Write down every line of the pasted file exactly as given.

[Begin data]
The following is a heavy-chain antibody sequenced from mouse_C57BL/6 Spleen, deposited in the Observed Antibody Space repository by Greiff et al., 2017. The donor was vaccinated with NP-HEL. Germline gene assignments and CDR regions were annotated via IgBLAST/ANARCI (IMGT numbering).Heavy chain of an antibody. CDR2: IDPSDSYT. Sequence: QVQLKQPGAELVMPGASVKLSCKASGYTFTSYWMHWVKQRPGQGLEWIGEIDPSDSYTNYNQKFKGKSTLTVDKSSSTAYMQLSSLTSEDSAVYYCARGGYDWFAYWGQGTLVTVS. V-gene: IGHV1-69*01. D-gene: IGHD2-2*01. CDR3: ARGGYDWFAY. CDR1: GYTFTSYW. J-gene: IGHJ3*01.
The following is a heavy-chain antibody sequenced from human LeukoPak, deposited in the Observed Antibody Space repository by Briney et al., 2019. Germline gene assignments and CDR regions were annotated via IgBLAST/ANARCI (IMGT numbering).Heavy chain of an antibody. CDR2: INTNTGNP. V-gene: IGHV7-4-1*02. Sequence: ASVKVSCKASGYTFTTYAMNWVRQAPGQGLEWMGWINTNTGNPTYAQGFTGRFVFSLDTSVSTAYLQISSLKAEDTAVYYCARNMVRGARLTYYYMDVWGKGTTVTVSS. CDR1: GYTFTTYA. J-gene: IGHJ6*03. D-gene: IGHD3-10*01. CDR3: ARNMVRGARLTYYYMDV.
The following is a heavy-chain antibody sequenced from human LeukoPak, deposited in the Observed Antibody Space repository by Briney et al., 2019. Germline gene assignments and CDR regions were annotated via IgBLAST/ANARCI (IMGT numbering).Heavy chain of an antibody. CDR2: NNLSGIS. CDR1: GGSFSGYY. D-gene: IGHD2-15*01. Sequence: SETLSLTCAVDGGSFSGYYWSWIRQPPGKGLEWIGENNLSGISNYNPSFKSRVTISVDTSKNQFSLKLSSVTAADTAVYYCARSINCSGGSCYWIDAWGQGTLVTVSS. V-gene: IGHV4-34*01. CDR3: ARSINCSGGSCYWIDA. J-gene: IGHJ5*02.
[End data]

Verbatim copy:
The following is a heavy-chain antibody sequenced from mouse_C57BL/6 Spleen, deposited in the Observed Antibody Space repository by Greiff et al., 2017. The donor was vaccinated with NP-HEL. Germline gene assignments and CDR regions were annotated via IgBLAST/ANARCI (IMGT numbering).Heavy chain of an antibody. CDR2: IDPSDSYT. Sequence: QVQLKQPGAELVMPGASVKLSCKASGYTFTSYWMHWVKQRPGQGLEWIGEIDPSDSYTNYNQKFKGKSTLTVDKSSSTAYMQLSSLTSEDSAVYYCARGGYDWFAYWGQGTLVTVS. V-gene: IGHV1-69*01. D-gene: IGHD2-2*01. CDR3: ARGGYDWFAY. CDR1: GYTFTSYW. J-gene: IGHJ3*01.
The following is a heavy-chain antibody sequenced from human LeukoPak, deposited in the Observed Antibody Space repository by Briney et al., 2019. Germline gene assignments and CDR regions were annotated via IgBLAST/ANARCI (IMGT numbering).Heavy chain of an antibody. CDR2: INTNTGNP. V-gene: IGHV7-4-1*02. Sequence: ASVKVSCKASGYTFTTYAMNWVRQAPGQGLEWMGWINTNTGNPTYAQGFTGRFVFSLDTSVSTAYLQISSLKAEDTAVYYCARNMVRGARLTYYYMDVWGKGTTVTVSS. CDR1: GYTFTTYA. J-gene: IGHJ6*03. D-gene: IGHD3-10*01. CDR3: ARNMVRGARLTYYYMDV.
The following is a heavy-chain antibody sequenced from human LeukoPak, deposited in the Observed Antibody Space repository by Briney et al., 2019. Germline gene assignments and CDR regions were annotated via IgBLAST/ANARCI (IMGT numbering).Heavy chain of an antibody. CDR2: NNLSGIS. CDR1: GGSFSGYY. D-gene: IGHD2-15*01. Sequence: SETLSLTCAVDGGSFSGYYWSWIRQPPGKGLEWIGENNLSGISNYNPSFKSRVTISVDTSKNQFSLKLSSVTAADTAVYYCARSINCSGGSCYWIDAWGQGTLVTVSS. V-gene: IGHV4-34*01. CDR3: ARSINCSGGSCYWIDA. J-gene: IGHJ5*02.